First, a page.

"By signing below, the parties hereby acknowledge receipt of the standard announcement brochure for the Homesellers/Homebuyers Dispute Resolution System, and agree to submit disputes, as described above, to mediation, in accordance with the Homesellers/Homebuyers Dispute Resolution System and rules and procedures of the mediation provider."
In ruling against Santana, the district court relied on this court's opinion in Crandall v. Grbic, 36 Kan. App. 2d 179, 138 P.3d 365 (2006). In Crandall, a panel of this court affirmed the dismissal of similar claims against a realtor based on a mediation provision identical to the provision here. Citing the proposition that the law favors reasonable interpretation of contracts, the court found that "[t]o allow the plaintiffs to attempt mediation to avoid summary judgment after defendant had devoted time and money defending their suit is unreasonable." 36 Kan. App. 2d at 198. The panel further found that "[a]lthough defendant is entitled to summary judgment on all issues because of the plaintiffs' failure to prove their claims, the district court was correct to grant defendant a summary judgment by reason of plaintiffs' failure to timely seek mediation." 36 Kan. App. 2d at 198.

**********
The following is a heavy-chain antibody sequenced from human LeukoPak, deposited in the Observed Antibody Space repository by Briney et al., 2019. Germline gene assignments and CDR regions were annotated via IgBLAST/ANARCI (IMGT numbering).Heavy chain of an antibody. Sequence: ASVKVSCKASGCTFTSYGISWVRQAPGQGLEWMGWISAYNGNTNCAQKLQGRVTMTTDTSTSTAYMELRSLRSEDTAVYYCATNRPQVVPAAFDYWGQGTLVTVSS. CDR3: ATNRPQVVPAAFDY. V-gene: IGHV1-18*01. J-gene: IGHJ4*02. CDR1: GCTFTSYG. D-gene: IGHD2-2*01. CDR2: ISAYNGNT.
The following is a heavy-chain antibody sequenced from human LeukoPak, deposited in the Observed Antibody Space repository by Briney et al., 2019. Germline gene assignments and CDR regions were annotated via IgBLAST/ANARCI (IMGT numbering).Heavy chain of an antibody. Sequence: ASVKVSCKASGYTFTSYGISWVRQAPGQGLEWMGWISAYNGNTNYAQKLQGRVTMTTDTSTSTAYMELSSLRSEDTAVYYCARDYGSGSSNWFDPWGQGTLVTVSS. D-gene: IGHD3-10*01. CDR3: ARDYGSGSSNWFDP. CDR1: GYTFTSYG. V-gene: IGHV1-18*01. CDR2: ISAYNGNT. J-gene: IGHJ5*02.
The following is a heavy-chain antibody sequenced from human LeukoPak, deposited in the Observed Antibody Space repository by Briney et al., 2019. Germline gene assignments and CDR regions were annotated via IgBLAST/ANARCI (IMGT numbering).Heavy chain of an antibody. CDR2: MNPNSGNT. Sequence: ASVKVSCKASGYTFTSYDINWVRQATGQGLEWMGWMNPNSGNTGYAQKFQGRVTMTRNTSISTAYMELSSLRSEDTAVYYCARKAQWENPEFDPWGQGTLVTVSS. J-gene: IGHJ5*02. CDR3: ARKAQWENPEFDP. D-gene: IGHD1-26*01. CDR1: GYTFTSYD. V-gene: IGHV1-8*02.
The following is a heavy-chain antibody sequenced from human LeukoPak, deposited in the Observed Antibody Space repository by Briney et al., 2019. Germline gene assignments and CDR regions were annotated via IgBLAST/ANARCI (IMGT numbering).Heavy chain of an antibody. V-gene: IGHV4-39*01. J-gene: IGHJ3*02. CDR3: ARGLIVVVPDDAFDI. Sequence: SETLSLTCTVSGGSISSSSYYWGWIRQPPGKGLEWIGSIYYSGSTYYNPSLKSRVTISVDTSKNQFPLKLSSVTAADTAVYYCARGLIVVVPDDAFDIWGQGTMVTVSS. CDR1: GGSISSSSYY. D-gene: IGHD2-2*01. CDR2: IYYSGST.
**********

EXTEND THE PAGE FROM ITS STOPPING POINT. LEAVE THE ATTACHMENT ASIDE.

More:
Santana argues on appeal that Crandall does not control because (1) it misconstrued the contract language; (2) in Crandall, the parties had expended far more effort and expense than here; and (3) here the court had a "less harsh" remedy, i.e., ordering mediation prior to discovery. We reject these proposed distinctions and follow Crandall in affirming the district court.